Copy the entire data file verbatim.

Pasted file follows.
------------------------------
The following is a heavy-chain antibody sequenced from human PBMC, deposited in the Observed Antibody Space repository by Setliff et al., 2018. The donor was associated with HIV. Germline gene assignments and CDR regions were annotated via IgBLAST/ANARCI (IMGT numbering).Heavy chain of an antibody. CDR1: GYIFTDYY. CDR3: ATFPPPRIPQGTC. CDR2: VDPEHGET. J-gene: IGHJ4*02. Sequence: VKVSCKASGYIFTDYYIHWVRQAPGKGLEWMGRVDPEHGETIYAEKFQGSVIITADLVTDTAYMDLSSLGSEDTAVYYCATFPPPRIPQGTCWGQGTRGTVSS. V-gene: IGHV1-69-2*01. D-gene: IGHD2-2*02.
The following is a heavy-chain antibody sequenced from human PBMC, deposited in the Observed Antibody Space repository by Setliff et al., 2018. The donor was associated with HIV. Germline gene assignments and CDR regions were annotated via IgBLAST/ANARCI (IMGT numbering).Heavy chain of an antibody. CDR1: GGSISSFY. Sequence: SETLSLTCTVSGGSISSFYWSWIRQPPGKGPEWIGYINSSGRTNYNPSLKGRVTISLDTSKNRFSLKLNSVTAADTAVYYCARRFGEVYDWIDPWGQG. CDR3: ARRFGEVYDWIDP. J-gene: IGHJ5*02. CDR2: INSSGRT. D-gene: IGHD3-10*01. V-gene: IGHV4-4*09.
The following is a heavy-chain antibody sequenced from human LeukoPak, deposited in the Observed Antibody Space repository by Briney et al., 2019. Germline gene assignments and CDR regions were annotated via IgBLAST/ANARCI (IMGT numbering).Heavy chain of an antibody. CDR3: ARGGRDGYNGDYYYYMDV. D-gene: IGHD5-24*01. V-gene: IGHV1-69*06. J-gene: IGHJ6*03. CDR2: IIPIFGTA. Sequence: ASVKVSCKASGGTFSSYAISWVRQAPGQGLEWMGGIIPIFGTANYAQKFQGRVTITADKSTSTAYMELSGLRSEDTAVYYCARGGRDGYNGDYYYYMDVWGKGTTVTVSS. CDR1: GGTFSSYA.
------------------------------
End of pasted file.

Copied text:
The following is a heavy-chain antibody sequenced from human PBMC, deposited in the Observed Antibody Space repository by Setliff et al., 2018. The donor was associated with HIV. Germline gene assignments and CDR regions were annotated via IgBLAST/ANARCI (IMGT numbering).Heavy chain of an antibody. CDR1: GYIFTDYY. CDR3: ATFPPPRIPQGTC. CDR2: VDPEHGET. J-gene: IGHJ4*02. Sequence: VKVSCKASGYIFTDYYIHWVRQAPGKGLEWMGRVDPEHGETIYAEKFQGSVIITADLVTDTAYMDLSSLGSEDTAVYYCATFPPPRIPQGTCWGQGTRGTVSS. V-gene: IGHV1-69-2*01. D-gene: IGHD2-2*02.
The following is a heavy-chain antibody sequenced from human PBMC, deposited in the Observed Antibody Space repository by Setliff et al., 2018. The donor was associated with HIV. Germline gene assignments and CDR regions were annotated via IgBLAST/ANARCI (IMGT numbering).Heavy chain of an antibody. CDR1: GGSISSFY. Sequence: SETLSLTCTVSGGSISSFYWSWIRQPPGKGPEWIGYINSSGRTNYNPSLKGRVTISLDTSKNRFSLKLNSVTAADTAVYYCARRFGEVYDWIDPWGQG. CDR3: ARRFGEVYDWIDP. J-gene: IGHJ5*02. CDR2: INSSGRT. D-gene: IGHD3-10*01. V-gene: IGHV4-4*09.
The following is a heavy-chain antibody sequenced from human LeukoPak, deposited in the Observed Antibody Space repository by Briney et al., 2019. Germline gene assignments and CDR regions were annotated via IgBLAST/ANARCI (IMGT numbering).Heavy chain of an antibody. CDR3: ARGGRDGYNGDYYYYMDV. D-gene: IGHD5-24*01. V-gene: IGHV1-69*06. J-gene: IGHJ6*03. CDR2: IIPIFGTA. Sequence: ASVKVSCKASGGTFSSYAISWVRQAPGQGLEWMGGIIPIFGTANYAQKFQGRVTITADKSTSTAYMELSGLRSEDTAVYYCARGGRDGYNGDYYYYMDVWGKGTTVTVSS. CDR1: GGTFSSYA.